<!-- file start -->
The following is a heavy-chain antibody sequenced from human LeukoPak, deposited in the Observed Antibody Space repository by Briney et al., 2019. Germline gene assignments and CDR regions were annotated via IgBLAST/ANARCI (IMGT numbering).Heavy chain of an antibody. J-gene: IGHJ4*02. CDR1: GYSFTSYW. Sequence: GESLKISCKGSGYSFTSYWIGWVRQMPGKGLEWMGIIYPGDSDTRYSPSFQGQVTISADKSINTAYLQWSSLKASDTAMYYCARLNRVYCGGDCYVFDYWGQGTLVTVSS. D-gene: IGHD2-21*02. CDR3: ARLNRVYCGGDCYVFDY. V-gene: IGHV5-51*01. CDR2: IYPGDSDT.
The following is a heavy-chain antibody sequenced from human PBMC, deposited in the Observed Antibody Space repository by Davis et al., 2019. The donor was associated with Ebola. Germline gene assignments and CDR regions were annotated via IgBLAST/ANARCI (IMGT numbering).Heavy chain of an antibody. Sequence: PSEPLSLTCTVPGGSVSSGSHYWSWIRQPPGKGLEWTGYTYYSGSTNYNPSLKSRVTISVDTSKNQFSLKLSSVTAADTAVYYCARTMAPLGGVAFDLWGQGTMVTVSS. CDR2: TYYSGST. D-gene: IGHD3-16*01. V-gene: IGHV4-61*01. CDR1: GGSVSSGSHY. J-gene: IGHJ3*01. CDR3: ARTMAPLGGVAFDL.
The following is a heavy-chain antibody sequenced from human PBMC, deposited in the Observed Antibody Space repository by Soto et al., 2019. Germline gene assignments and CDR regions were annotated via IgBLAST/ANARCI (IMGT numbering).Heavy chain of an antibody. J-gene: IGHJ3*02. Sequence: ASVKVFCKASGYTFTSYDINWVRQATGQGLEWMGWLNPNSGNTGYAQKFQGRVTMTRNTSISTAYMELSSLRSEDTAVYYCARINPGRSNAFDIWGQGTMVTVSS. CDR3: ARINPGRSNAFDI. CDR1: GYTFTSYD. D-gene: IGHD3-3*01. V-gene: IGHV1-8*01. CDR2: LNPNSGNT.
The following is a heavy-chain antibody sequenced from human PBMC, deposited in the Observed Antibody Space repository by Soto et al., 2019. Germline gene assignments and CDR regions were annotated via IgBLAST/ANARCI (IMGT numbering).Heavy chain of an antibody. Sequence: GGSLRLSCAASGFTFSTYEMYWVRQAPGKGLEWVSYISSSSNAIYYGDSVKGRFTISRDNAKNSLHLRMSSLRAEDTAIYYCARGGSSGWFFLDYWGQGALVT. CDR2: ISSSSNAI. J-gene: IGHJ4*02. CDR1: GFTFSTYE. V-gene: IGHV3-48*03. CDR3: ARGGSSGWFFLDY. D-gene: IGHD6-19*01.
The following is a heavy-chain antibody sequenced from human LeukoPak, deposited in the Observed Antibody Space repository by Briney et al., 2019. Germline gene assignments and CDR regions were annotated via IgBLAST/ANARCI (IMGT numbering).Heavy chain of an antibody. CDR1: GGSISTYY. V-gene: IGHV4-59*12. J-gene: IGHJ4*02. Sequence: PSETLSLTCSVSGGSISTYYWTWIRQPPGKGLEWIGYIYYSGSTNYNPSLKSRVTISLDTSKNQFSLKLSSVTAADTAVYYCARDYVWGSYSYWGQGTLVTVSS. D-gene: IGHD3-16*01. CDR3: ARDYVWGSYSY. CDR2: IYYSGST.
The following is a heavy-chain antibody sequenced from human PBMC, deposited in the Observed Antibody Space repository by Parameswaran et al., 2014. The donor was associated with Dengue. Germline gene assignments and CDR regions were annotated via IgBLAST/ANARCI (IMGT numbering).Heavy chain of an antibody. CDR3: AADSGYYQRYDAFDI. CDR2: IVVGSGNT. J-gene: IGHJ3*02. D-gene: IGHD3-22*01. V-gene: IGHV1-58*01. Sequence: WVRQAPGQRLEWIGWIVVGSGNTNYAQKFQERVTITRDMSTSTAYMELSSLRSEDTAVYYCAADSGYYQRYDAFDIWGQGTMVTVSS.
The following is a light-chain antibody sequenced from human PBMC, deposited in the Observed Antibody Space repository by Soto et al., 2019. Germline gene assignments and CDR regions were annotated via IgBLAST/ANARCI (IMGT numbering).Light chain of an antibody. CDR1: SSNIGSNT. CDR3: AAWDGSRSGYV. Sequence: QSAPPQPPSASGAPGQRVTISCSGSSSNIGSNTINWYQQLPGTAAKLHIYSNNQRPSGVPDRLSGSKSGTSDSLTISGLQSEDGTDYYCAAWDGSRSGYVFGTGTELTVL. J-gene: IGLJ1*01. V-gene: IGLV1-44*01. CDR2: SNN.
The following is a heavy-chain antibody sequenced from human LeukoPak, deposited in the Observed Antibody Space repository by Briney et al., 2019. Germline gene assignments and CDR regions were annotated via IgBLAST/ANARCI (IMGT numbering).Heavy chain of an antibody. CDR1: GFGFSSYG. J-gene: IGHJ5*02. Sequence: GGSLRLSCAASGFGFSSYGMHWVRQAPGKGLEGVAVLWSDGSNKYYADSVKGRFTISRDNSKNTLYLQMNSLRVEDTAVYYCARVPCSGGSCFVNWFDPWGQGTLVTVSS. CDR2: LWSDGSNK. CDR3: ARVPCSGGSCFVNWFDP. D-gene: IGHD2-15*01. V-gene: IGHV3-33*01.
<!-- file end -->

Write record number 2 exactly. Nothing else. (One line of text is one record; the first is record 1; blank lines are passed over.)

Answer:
The following is a heavy-chain antibody sequenced from human PBMC, deposited in the Observed Antibody Space repository by Davis et al., 2019. The donor was associated with Ebola. Germline gene assignments and CDR regions were annotated via IgBLAST/ANARCI (IMGT numbering).Heavy chain of an antibody. Sequence: PSEPLSLTCTVPGGSVSSGSHYWSWIRQPPGKGLEWTGYTYYSGSTNYNPSLKSRVTISVDTSKNQFSLKLSSVTAADTAVYYCARTMAPLGGVAFDLWGQGTMVTVSS. CDR2: TYYSGST. D-gene: IGHD3-16*01. V-gene: IGHV4-61*01. CDR1: GGSVSSGSHY. J-gene: IGHJ3*01. CDR3: ARTMAPLGGVAFDL.